To quote this paper: F. MARTY, “The Complaint brought by the DoJ against Google under Section 2 of Sherman Act: Some possible transatlantic convergences?”, Competition Forum, 2020, art. n° 0003, https://www.competition-forum.com/.
“In the United States, the antitrust laws are enforced to protect consumers by protecting competition, not competitors. In the absence of demonstrable consumer harm, all companies, including dominant firms, are encouraged to compete vigorously. U.S. courts recognize the potential benefits to consumers when a company, including a dominant company, makes unilateral business decisions, for example to add features to its popular products or license its intellectual property to rivals, or to refuse to do so”.
The September, 17th 2007, Thomas O. Barnett, then Assistant Attorney General for the Department’s Antitrust Division, issued a now emblematic statement after the Court of First Instance of the European Communities (CFI) affirmed the substance of the European Commission’s (EC) March 2004 decision against Microsoft.
The lawsuits against the dominant operators seemed to have very different fates on either side of the Atlantic. The differences could be explained by several factors. On the one side, the aim was to protect the competitive process for its own sake by placing a particular responsibility on the dominant operator. On the other side, it was a question of basing the enforcement of the competition rules on a single criterion: consumer welfare. In other words, the protection of competition is limited to the search for its result defined exclusively as allocative efficiency.
The divergences of views were also based on a rather different estimate of the cost of errors in antitrust decisions. A European view tends to consider that false negatives are the most costly because some markets, once characterised by a significant dominant position, cannot easily be “contestable” in a competition-law based perspective, owing to barriers to entry (financial, technical, informational, or related to network effects, etc.). The competition process may therefore encounter a structural failure against which no competitive remedy can be effective. Conversely, a hypothesis of self-regulating markets makes the cost of the false negative negligible. The monopoly, the roi fainéant(e.g. the monopolist enjoying its quiet life), will soon be the victim, if not of a palace revolution, at least of a technological and competitive disruption. Symmetrically, no market signal in the form of abnormal profitability can correct a false positive. Not only is the dominant company deprived of the fruits of its past investments and efforts, but the practice is prohibited for all market players knowing that it could only be implemented modulo a reversal of case law.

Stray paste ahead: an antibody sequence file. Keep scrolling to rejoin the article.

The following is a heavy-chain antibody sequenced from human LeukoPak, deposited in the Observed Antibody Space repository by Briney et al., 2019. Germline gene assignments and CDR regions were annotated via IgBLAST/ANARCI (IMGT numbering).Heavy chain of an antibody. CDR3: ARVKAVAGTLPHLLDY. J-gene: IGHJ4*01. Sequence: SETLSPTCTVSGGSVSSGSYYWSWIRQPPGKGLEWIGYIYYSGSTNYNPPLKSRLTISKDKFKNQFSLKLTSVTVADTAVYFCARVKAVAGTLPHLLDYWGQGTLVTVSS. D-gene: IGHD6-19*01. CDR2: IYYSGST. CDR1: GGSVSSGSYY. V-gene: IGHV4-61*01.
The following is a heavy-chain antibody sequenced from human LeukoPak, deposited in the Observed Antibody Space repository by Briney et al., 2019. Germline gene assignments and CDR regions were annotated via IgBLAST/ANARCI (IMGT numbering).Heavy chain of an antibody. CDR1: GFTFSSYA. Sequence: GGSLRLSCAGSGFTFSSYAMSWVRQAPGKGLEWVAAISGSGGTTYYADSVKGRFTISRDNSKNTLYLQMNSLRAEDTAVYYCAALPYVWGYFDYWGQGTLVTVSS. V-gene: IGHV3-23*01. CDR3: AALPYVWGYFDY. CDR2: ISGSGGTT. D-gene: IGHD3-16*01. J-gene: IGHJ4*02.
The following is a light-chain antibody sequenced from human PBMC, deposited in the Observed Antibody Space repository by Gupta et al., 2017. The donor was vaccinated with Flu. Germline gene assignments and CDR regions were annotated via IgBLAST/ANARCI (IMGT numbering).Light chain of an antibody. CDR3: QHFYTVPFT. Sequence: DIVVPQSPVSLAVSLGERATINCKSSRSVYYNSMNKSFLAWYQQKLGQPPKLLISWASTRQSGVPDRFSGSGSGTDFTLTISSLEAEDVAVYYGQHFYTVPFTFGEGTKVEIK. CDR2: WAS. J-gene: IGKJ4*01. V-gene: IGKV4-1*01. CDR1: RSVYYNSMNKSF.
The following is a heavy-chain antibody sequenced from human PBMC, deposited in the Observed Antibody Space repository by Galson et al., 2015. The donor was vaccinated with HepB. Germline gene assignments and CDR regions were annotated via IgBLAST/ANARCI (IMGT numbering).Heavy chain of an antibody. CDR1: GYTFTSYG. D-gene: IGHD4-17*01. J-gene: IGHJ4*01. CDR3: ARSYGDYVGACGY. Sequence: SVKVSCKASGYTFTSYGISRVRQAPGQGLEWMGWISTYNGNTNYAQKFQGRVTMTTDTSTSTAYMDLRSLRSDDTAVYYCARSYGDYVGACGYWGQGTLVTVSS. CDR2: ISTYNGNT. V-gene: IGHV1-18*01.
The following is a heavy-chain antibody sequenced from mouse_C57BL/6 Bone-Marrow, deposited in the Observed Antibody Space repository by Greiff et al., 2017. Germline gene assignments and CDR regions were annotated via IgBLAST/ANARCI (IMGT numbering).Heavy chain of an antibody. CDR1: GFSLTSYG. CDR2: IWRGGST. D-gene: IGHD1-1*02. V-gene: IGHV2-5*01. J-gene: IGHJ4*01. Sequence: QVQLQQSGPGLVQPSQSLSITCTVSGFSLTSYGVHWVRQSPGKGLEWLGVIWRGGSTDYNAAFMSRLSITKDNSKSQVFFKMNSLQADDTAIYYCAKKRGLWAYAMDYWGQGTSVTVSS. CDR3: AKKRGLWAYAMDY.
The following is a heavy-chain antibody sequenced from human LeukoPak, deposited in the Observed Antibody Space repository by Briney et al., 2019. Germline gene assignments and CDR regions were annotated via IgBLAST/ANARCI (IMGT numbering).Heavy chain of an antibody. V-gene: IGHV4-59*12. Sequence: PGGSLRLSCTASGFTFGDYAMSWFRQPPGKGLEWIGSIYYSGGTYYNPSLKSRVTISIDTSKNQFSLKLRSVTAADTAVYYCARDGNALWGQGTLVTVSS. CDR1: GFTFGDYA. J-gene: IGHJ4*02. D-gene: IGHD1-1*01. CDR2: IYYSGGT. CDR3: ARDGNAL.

These gaps materialised in the autumn of 2008 in a DoJ report on single firm conduct. Preventing the risk of false positives and mistrust of potentially opportunistic lawsuits by competitors led to raising the standard of proof on the plaintiff to such an extent that lawsuits based on an alleged monopolization strategy seemed doomed to failure. Indeed, despite the withdrawal of this report in the spring of 2009, the activation of Section 2 of the Sherman Act remained staggered over the decade.
Two points are worth noting. The first relates to the decision-making practice of the courts and the second relates to the antitrust policy pursued by the US authorities themselves.
Firstly, the courts’ decision-making has been very favourable to the defendants. A few data produced in 2010 by Judge Douglas Ginsburg are sufficient to understand the extent of the reversal of case law observed in the United States since the mid-1970s. Between 1967 and 1976, defendants were successful in 36% of the judgments handed down by the Supreme Court in antitrust cases (16/44). Between 1987 and 1996, the rate was 50%. Finally, between 1997 and 2006, it reached 100%. Douglas Ginsburg also shows that the judgments were delivered with a super-majority (more than 6 of the 9 judges). Between 1967 and 1976, the plaintiff won in 55% of the cases with this configuration. Between 1997 and 2006, the defendant won under these conditions in 85% of the judgments. Similarly, in the case of a private enforcement action, the DoJ’s amicus curiae award went to the plaintiff in 86% of cases under the Carter administration, 55% under Reagan, 40% under George Bush, 33% under Clinton, and only 10% under George W. Bush.
Second, the number of antitrust suits initiated by the Antitrust Division of the DoJ shows a dramatic decline in the number of suits initiated under Section 2 of the Sherman Act. The following table taken from the statistics published by the Antitrust Division for the fiscal years 2010 to 2019 shows that while activity in terms of initiating investigations has remained relatively steady in the areas of anticompetitive agreements (Section 1 of the Sherman Act) and merger control (Section 7 of the Clayton Act), this was not far off the case for Section 2 of the Sherman Act, including for the period corresponding to the Obama administration… 2019 therefore marks a turning point, of which the complaint against Google is a possible first step.